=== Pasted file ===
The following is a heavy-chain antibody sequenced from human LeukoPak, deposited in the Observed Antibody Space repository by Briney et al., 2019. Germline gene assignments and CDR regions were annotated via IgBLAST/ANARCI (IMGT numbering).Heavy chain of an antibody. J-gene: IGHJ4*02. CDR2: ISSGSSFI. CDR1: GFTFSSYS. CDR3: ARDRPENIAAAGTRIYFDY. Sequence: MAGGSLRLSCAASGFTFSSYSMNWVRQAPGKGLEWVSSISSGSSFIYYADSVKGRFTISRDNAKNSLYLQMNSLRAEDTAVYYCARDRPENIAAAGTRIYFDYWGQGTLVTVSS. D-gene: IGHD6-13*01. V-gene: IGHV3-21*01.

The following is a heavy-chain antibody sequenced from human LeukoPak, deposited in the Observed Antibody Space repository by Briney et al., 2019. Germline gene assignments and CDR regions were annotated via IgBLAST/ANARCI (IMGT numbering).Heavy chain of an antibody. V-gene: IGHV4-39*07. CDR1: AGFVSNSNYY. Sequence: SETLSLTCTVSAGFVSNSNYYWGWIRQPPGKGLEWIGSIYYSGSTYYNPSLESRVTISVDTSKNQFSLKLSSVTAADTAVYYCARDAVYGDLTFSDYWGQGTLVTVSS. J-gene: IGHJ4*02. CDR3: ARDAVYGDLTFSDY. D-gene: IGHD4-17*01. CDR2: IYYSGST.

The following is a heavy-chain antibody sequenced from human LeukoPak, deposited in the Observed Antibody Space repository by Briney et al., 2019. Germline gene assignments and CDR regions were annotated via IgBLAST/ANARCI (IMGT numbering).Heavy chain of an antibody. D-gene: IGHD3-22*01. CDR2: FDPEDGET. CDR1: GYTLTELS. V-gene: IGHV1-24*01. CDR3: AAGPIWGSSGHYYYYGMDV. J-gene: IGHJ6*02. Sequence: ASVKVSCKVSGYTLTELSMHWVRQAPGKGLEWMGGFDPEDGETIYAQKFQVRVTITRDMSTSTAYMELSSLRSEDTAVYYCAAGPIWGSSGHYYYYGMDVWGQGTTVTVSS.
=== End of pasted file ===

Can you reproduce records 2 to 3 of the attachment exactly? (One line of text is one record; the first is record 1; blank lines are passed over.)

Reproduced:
The following is a heavy-chain antibody sequenced from human LeukoPak, deposited in the Observed Antibody Space repository by Briney et al., 2019. Germline gene assignments and CDR regions were annotated via IgBLAST/ANARCI (IMGT numbering).Heavy chain of an antibody. V-gene: IGHV4-39*07. CDR1: AGFVSNSNYY. Sequence: SETLSLTCTVSAGFVSNSNYYWGWIRQPPGKGLEWIGSIYYSGSTYYNPSLESRVTISVDTSKNQFSLKLSSVTAADTAVYYCARDAVYGDLTFSDYWGQGTLVTVSS. J-gene: IGHJ4*02. CDR3: ARDAVYGDLTFSDY. D-gene: IGHD4-17*01. CDR2: IYYSGST.

The following is a heavy-chain antibody sequenced from human LeukoPak, deposited in the Observed Antibody Space repository by Briney et al., 2019. Germline gene assignments and CDR regions were annotated via IgBLAST/ANARCI (IMGT numbering).Heavy chain of an antibody. D-gene: IGHD3-22*01. CDR2: FDPEDGET. CDR1: GYTLTELS. V-gene: IGHV1-24*01. CDR3: AAGPIWGSSGHYYYYGMDV. J-gene: IGHJ6*02. Sequence: ASVKVSCKVSGYTLTELSMHWVRQAPGKGLEWMGGFDPEDGETIYAQKFQVRVTITRDMSTSTAYMELSSLRSEDTAVYYCAAGPIWGSSGHYYYYGMDVWGQGTTVTVSS.